Among the recommendations of the workshop was also an even closer collaboration between the national electric utility (Société Tunisienne d’Electricité et du GAZ, STEG) and the National Institute for Statistics (Institut National de Statistique, INS), who could help monitor the achievement of set targets through inclusion of energy-performance related key indicators in their periodical surveys and national census.

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Stimulus programmes for the building sector can boost a Green Recovery, with massive benefits for jobs, the economy, and the climate. To avoid business-as-usual and put the buildings sector on a green trajectory, building programmes need to have “strings attached”: a green conditionality that incentivises and accelerates investments from the private sector.

PEEB collected examples of successful green building programmes to support governments in setting up stimulus programmes to respond to the economic crisis. Working with a coalition under the Global Alliance for Buildings and Construction (GlobalABC), PEEB analysed eight programmes that stimulate investments into green buildings. Financial incentives compensate for the extra cost for reaching higher standards in renovation or new construction projects. The programmes use various instruments to reach their target groups: e.g. green mortgages to households; bridging loans to developers; grants to homeowners or housing associations and green bonds.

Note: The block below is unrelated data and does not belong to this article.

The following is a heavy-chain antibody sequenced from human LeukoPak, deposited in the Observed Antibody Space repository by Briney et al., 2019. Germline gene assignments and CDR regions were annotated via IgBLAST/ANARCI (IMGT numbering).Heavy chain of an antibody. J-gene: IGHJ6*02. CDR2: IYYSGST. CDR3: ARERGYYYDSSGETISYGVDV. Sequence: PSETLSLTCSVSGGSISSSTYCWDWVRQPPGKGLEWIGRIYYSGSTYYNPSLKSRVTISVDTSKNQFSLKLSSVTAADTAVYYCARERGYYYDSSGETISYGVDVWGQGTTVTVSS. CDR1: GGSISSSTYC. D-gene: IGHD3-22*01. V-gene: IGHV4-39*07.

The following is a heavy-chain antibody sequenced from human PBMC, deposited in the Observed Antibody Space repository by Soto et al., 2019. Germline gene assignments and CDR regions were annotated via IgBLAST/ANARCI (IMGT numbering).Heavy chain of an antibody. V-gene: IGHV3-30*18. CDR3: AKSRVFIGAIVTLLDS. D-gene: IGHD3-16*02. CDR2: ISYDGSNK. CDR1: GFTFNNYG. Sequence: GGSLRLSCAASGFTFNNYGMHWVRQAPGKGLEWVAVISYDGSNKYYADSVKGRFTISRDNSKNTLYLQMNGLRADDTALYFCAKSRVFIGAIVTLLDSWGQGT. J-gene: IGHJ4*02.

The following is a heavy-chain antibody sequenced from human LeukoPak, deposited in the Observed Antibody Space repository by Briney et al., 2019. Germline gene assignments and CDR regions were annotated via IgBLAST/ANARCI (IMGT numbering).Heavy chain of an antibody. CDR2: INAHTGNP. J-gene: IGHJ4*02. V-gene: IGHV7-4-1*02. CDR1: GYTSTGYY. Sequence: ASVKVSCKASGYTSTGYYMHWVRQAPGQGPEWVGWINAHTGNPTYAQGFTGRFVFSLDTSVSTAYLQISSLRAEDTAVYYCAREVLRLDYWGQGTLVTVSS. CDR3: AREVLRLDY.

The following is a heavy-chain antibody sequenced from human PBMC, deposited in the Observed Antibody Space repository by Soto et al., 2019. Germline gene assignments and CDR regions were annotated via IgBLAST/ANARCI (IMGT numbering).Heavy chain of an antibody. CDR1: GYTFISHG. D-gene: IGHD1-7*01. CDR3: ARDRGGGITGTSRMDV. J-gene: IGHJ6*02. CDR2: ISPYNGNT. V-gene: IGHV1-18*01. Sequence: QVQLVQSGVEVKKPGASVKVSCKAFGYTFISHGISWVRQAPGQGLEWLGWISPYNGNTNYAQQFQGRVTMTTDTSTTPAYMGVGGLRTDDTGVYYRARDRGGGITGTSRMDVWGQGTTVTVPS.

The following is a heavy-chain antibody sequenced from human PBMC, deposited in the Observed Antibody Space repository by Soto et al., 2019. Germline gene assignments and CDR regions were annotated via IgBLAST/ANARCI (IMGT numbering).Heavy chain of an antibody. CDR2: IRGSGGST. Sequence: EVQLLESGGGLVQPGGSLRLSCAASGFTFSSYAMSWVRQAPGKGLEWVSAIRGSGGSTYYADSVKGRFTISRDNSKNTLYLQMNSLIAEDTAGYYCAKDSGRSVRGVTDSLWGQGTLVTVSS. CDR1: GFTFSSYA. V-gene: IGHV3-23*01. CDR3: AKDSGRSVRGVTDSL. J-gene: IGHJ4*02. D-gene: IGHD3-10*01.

GlobalABC webinar presented how to use these programmes as a blueprint for green recovery programmes and possibilities for financing them.

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Mexico's Ministry of Environment (SEMARNAT) presented a guide for improving energy efficiency in hotels in hot climates. 

The guide provides practical advice on different energy efficiency and renewable energy technologies as well as passive measures to reduce energy consumption. It illustrates the mitigation potential of the sector in Mexico with practical examples.